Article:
by CalculatedRisk on 4/01/2012 09:45:00 AM
The United States and much of the developed world are in a liquidity trap. However, policymakers still have not embraced this diagnosis which is a problem as solutions to a liquidity trap require specific sets of policies. There are policies that will work, and there are policies that will not work. Correct diagnosis is necessary to prescribe the right policy medication.
A liquidity trap is a circumstance in which the private sector is deleveraging in the wake of enduring negative animal spirits caused by the bursting of joint asset price and credit bubbles that leave private sector balance sheets severely damaged. In a liquidity trap the animal spirits of the private sector cannot be revived by a reduction in short-term interest rates because there is no demand for credit. This effectively means that conventional monetary policy does not work in a liquidity trap.
This is not to say that the private sector should not deleverage. It has to. It is a part of the economy’s healing process and a necessary first step toward a self-sustaining economic recovery.
However, deleveraging is a beast of a burden that capitalism cannot bear alone. At the macro level, deleveraging must be a managed process: for the private sector to deleverage without causing a depression, the public sector has to move in the opposite direction and re-lever by effectively viewing the balance sheets of the monetary and fiscal authorities as a consolidated whole.
[McCulley reviews several recent cases]
These historical cases of acting responsibly, irresponsibly and half-heartedly irresponsibly relative to orthodoxy carry telling lessons for the outlooks of the Eurozone, U.K. and U.S. today.
First, acting responsibly relative to orthodoxy in the Eurozone and following the German “dictat” of sado-fiscalism and internal devaluation are reminiscent of several defining economic episodes and frictions of the interwar gold standard.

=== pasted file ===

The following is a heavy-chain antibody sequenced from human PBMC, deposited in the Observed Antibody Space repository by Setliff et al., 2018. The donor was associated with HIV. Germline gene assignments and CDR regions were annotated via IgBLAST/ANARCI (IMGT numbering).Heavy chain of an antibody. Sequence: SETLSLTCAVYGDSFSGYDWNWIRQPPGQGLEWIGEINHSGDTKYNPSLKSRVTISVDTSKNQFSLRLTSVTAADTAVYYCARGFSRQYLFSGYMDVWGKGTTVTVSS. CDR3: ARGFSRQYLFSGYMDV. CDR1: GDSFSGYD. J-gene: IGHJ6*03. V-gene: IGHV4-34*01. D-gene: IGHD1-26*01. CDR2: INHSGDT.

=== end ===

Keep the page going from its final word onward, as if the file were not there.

On a more systemic level, Germany’s refusal to inflate at the core while insisting on internal devaluation in the periphery is eerily similar to the frictions caused by the imbalance between gold surplus countries refusing to inflate and deficit countries unable to sufficiently deflate during the 1920s and early 1930s.
Just as laboring classes could not bear the pain of adjustments required by the gold standard’s orthodoxies, laboring classes in peripheral Eurozone economies may not be able to bear the pain of adjustments required by the single currency’s orthodoxies.
If history is our guide, painful adjustments will ultimately lead to some countries abandoning the euro, or politics overruling monetary orthodoxies: (1) legal restrictions against monetizing debt today versus the fixed exchange rate mentality of the gold standard, and (2) the independence of the ECB.
Second, acting responsibly relative to orthodoxy on the fiscal front, but acting irresponsibly relative to orthodoxy on the monetary front, policies in the U.K. are also unlikely to work.
Third, to date, the U.S. has acted irresponsibly relative to orthodoxy on both the fiscal and monetary front. This is good.
However, risks are rising that while the monetary authority will remain committed to acting irresponsibly, the government will choose to act responsibly relative to fiscal orthodoxy and adopt austerity.
I agree with McCulley that most of the world is in a liquidity trap and it appears that austerity alone will eventually fail at the ballot box, see from Reuters: Resistance to Austerity Stirs in Southern Europe